Shock losses at some of the world's biggest banks have left some people asking whether new global bank risk rules have failed their first test of fire.
The new rules, known as Basel II, prescribe a complex series of risk and safety measures to cushion big banks from a surprise blow-up that could strain or even shut down the international financial system, and many banks have already implemented them ahead of their official launch.
So as big banks line up to reveal massive losses on risky investments, critics are asking aloud whether the Basel accord rewrite -- the biggest change to global banking rules in a generation -- has failed before it has started.
Questions are being raised whether Basel II is out of touch with the markets, said analyst Luis Maglanoc at bank UniCredit in a recent note.
Banks have been preparing for its implementation for years. Yet it appears that the Basel II framework has been limping behind the innovative power of the structured credit markets.
Critics, for example, charge that Basel II allows lower risk charges for some packaged assets -- such as asset- or mortgage-backed securities -- than for the same assets unpackaged.
Bundling assets smoothes irregularities and creates instruments with predictable behavior where risky elements are stripped out and quality elements remain to win lofty ratings from credit agencies.
But as the collapse in the subprime market has shown, packaged securities are worth no more than the assets within them, which means banks took wild bets on niche markets thinking they had been tamed through securitization.
Garbage does not become gold just because it is wrapped nicely, says Maglanoc.
The rules are meant to take effect in Europe next year and in the United States one year later, but already banks have largely implemented the rules in practice.
Defenders of the new accord say it has made banks more risk-aware and spread best practices throughout the industry. Whereas Basel I was the automotive equivalent of installing sturdy bumpers, Basel II prescribes additional airbags, speed controls and dashboard lights.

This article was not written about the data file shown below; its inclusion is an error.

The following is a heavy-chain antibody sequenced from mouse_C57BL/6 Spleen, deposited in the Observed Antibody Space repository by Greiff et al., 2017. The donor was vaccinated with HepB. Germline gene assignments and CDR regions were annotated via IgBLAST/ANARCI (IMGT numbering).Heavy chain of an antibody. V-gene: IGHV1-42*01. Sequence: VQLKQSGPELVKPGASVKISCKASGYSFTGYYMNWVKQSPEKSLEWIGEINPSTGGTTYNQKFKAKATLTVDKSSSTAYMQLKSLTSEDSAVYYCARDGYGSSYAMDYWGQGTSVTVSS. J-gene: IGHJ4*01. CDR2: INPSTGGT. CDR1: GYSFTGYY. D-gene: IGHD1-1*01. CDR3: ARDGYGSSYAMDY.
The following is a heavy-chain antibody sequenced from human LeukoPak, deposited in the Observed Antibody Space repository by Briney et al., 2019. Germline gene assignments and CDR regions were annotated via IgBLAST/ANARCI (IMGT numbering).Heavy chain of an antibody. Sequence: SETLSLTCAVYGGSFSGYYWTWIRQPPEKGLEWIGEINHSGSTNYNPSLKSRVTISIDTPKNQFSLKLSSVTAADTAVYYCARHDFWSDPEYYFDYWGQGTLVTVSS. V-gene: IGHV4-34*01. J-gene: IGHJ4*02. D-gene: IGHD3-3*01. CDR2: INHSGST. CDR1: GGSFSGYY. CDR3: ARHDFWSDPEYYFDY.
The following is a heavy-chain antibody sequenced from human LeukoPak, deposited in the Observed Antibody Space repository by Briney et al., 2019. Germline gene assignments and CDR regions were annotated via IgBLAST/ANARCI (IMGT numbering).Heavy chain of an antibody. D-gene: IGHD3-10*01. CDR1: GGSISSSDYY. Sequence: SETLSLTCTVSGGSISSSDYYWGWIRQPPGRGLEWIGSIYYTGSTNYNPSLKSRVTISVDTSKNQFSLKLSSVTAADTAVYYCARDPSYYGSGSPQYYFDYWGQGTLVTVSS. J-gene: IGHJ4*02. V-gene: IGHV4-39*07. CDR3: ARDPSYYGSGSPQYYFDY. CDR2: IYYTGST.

Without the Basel II deadlines looming, big banks would likely have been on a weaker footing during the current crisis, which has seen many systemically critical institutions rattled but none so far approach failure, defenders say.
However, one source with knowledge of the workings of the Basel Committee on Banking Supervision -- the global standard-setter for financial regulators -- points to a veritable laundry list of items that need scrutiny in the wake of the crisis:
* Aggregate exposure: measuring not just credit exposure but exposure through business lines, off balance sheet vehicles, reputational risks, or knock-on exposure stemming from associated activities;
* Stress testing: theoretical models designed to predict asset behavior in dire circumstances will need revision using real world data derived from the current crisis;
* Market dynamics: markets dried up during the crisis, making valuations of many assets practically impossible. Globalization means defaults in a minor U.S. housing sector have sent shockwaves worldwide;
* Prominence of ratings agencies: Moody's and Standard & Poor's are elevated to a quasi-official status under Basel II, yet the agencies are under fire for not offering sharper warnings earlier;
* Transparency: Basel II forces banks to report details of their credit exposure. This measure is likely to be reinforced in the wake of the crisis;
* Banks' internal credit ratings: These receive newfound importance under the new accord and are also likely to come under renewed scrutiny after regulators have already spent years backtesting banks' own risk measures.